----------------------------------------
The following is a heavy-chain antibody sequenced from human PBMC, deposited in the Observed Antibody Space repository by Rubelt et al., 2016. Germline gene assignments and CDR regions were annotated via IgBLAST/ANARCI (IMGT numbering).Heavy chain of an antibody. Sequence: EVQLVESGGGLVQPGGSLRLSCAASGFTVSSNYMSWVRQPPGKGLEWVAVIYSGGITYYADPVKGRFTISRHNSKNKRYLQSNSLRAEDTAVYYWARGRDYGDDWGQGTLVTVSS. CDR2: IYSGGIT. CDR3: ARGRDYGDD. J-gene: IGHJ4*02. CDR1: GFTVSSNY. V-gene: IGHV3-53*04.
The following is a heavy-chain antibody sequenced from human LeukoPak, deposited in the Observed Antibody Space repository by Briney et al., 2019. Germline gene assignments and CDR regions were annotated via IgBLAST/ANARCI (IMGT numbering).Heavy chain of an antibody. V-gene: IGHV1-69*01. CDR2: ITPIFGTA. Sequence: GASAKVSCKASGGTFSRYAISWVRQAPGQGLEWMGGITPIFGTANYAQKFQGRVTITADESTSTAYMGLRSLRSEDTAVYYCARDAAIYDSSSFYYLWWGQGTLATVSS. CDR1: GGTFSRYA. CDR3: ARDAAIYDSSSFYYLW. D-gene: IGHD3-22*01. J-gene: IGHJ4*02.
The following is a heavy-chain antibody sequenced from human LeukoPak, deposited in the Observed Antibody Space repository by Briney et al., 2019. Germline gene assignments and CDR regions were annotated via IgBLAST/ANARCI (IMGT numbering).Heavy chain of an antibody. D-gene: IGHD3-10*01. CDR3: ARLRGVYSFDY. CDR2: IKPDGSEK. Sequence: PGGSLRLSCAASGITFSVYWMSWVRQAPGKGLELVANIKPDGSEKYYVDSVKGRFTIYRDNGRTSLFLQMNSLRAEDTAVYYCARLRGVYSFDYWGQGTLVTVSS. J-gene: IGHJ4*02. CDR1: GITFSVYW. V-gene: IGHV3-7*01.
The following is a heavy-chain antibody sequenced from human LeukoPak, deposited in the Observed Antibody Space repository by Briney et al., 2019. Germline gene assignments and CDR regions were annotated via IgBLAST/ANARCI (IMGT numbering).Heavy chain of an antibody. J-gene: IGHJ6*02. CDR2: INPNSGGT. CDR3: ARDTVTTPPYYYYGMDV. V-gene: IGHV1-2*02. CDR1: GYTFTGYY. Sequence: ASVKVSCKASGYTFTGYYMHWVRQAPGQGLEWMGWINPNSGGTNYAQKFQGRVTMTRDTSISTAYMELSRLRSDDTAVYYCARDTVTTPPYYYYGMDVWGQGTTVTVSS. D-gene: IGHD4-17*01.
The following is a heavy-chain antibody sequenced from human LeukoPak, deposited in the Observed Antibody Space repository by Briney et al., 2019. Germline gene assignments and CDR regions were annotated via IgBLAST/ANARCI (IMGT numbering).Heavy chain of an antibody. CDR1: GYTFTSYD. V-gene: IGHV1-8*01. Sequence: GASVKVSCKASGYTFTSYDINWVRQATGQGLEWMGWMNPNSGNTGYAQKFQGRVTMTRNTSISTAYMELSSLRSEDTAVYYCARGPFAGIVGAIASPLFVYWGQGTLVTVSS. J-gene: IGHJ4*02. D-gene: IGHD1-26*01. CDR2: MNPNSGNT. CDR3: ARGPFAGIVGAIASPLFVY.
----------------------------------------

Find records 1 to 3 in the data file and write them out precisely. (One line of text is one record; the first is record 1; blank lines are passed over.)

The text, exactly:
The following is a heavy-chain antibody sequenced from human PBMC, deposited in the Observed Antibody Space repository by Rubelt et al., 2016. Germline gene assignments and CDR regions were annotated via IgBLAST/ANARCI (IMGT numbering).Heavy chain of an antibody. Sequence: EVQLVESGGGLVQPGGSLRLSCAASGFTVSSNYMSWVRQPPGKGLEWVAVIYSGGITYYADPVKGRFTISRHNSKNKRYLQSNSLRAEDTAVYYWARGRDYGDDWGQGTLVTVSS. CDR2: IYSGGIT. CDR3: ARGRDYGDD. J-gene: IGHJ4*02. CDR1: GFTVSSNY. V-gene: IGHV3-53*04.
The following is a heavy-chain antibody sequenced from human LeukoPak, deposited in the Observed Antibody Space repository by Briney et al., 2019. Germline gene assignments and CDR regions were annotated via IgBLAST/ANARCI (IMGT numbering).Heavy chain of an antibody. V-gene: IGHV1-69*01. CDR2: ITPIFGTA. Sequence: GASAKVSCKASGGTFSRYAISWVRQAPGQGLEWMGGITPIFGTANYAQKFQGRVTITADESTSTAYMGLRSLRSEDTAVYYCARDAAIYDSSSFYYLWWGQGTLATVSS. CDR1: GGTFSRYA. CDR3: ARDAAIYDSSSFYYLW. D-gene: IGHD3-22*01. J-gene: IGHJ4*02.
The following is a heavy-chain antibody sequenced from human LeukoPak, deposited in the Observed Antibody Space repository by Briney et al., 2019. Germline gene assignments and CDR regions were annotated via IgBLAST/ANARCI (IMGT numbering).Heavy chain of an antibody. D-gene: IGHD3-10*01. CDR3: ARLRGVYSFDY. CDR2: IKPDGSEK. Sequence: PGGSLRLSCAASGITFSVYWMSWVRQAPGKGLELVANIKPDGSEKYYVDSVKGRFTIYRDNGRTSLFLQMNSLRAEDTAVYYCARLRGVYSFDYWGQGTLVTVSS. J-gene: IGHJ4*02. CDR1: GITFSVYW. V-gene: IGHV3-7*01.